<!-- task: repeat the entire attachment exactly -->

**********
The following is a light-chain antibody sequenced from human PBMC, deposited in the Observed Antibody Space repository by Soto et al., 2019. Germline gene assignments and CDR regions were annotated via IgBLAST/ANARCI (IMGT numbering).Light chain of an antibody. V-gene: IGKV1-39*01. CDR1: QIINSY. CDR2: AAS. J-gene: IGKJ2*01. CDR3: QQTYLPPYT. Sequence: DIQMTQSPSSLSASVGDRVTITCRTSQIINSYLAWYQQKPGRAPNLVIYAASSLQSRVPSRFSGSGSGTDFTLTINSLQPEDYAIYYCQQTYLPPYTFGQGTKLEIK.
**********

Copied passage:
The following is a light-chain antibody sequenced from human PBMC, deposited in the Observed Antibody Space repository by Soto et al., 2019. Germline gene assignments and CDR regions were annotated via IgBLAST/ANARCI (IMGT numbering).Light chain of an antibody. V-gene: IGKV1-39*01. CDR1: QIINSY. CDR2: AAS. J-gene: IGKJ2*01. CDR3: QQTYLPPYT. Sequence: DIQMTQSPSSLSASVGDRVTITCRTSQIINSYLAWYQQKPGRAPNLVIYAASSLQSRVPSRFSGSGSGTDFTLTINSLQPEDYAIYYCQQTYLPPYTFGQGTKLEIK.